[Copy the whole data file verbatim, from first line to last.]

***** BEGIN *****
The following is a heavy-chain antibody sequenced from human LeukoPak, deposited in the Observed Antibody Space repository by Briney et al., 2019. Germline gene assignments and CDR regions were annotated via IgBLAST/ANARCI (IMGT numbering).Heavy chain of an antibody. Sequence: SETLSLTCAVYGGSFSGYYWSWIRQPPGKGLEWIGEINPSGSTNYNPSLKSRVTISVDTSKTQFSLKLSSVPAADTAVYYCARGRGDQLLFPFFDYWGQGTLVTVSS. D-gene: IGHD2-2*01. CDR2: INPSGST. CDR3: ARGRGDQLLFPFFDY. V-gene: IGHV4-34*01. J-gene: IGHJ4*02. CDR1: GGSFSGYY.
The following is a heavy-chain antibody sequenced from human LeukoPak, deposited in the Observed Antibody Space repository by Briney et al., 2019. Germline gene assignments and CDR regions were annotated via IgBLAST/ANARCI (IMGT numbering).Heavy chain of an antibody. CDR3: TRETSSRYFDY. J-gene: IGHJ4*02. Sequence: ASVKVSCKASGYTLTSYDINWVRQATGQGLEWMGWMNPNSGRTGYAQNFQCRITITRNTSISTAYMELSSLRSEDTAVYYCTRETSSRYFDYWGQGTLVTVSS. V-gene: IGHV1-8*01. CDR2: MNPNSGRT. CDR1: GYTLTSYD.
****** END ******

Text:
The following is a heavy-chain antibody sequenced from human LeukoPak, deposited in the Observed Antibody Space repository by Briney et al., 2019. Germline gene assignments and CDR regions were annotated via IgBLAST/ANARCI (IMGT numbering).Heavy chain of an antibody. Sequence: SETLSLTCAVYGGSFSGYYWSWIRQPPGKGLEWIGEINPSGSTNYNPSLKSRVTISVDTSKTQFSLKLSSVPAADTAVYYCARGRGDQLLFPFFDYWGQGTLVTVSS. D-gene: IGHD2-2*01. CDR2: INPSGST. CDR3: ARGRGDQLLFPFFDY. V-gene: IGHV4-34*01. J-gene: IGHJ4*02. CDR1: GGSFSGYY.
The following is a heavy-chain antibody sequenced from human LeukoPak, deposited in the Observed Antibody Space repository by Briney et al., 2019. Germline gene assignments and CDR regions were annotated via IgBLAST/ANARCI (IMGT numbering).Heavy chain of an antibody. CDR3: TRETSSRYFDY. J-gene: IGHJ4*02. Sequence: ASVKVSCKASGYTLTSYDINWVRQATGQGLEWMGWMNPNSGRTGYAQNFQCRITITRNTSISTAYMELSSLRSEDTAVYYCTRETSSRYFDYWGQGTLVTVSS. V-gene: IGHV1-8*01. CDR2: MNPNSGRT. CDR1: GYTLTSYD.